You should consider agreeing and signing a written contract with the owner of the building in question; and the owner of the building should be made aware of the benefits of doing so.

Such a written agreement should specify the respective rights and duties of you as the hirer of the space and the owner. This should avoid any confusion or misunderstanding arising between you and the owner, and offer each party a measure of security for the agreement reached.

The form of agreement should be aLicence to Occupy. Such a licence grants permission for you as the hirer to enter and use the space as a license for a fixed period, and for a fixed fee.  A licence is not a tenancy or a lease, and will not give you any legal rights to stay in the building beyond the fixed period agreed in the licence. Such a licence is in effect a contract, which means that if the owner were for some reason to breach the contract – say, for example, by terminating the licence before the end of the fixed period – thus obliging you to leave the building, you could sue the owner for breach of contract.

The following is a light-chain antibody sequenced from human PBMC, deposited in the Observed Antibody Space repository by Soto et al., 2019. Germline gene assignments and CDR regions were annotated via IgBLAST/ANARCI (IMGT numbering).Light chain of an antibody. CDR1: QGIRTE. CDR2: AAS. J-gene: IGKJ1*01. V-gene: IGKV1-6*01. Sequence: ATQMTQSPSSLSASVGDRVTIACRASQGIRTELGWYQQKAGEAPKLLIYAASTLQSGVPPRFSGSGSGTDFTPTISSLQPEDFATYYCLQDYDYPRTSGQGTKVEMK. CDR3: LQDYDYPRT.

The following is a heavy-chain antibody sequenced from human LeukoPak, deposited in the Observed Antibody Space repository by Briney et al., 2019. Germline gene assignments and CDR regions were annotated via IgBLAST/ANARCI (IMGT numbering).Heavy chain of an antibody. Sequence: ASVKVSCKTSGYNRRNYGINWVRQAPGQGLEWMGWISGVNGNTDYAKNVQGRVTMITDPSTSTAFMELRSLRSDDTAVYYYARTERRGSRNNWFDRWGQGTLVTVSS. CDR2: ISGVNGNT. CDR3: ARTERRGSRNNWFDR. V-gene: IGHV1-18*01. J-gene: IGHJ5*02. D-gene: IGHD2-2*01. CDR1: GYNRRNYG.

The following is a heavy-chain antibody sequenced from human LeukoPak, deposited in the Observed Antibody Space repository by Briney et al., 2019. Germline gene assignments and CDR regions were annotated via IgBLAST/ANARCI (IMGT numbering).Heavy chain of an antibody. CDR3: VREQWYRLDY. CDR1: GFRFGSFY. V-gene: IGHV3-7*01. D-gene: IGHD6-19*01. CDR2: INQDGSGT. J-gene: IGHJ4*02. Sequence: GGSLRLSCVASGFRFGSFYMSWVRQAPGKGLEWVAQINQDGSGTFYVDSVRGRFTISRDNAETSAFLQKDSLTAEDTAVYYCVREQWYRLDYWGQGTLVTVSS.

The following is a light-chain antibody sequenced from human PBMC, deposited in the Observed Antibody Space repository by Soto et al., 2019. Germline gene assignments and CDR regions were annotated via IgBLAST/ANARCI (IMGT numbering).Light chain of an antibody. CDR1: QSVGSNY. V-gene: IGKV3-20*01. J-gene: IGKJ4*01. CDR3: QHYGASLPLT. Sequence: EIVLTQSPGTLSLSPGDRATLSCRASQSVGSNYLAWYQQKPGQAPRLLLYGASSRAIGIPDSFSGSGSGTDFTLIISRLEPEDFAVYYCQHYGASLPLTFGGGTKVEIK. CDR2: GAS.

This article is from the Artlaw Archive of Henry Lydiate's columns published in Art Monthly since 1976, and may contain out of date material. The article is for information only, and not for the purpose of providing legal advice. Readers should consult a solicitor for legal advice on specific matters. Artists can get free online legal information from Artquest.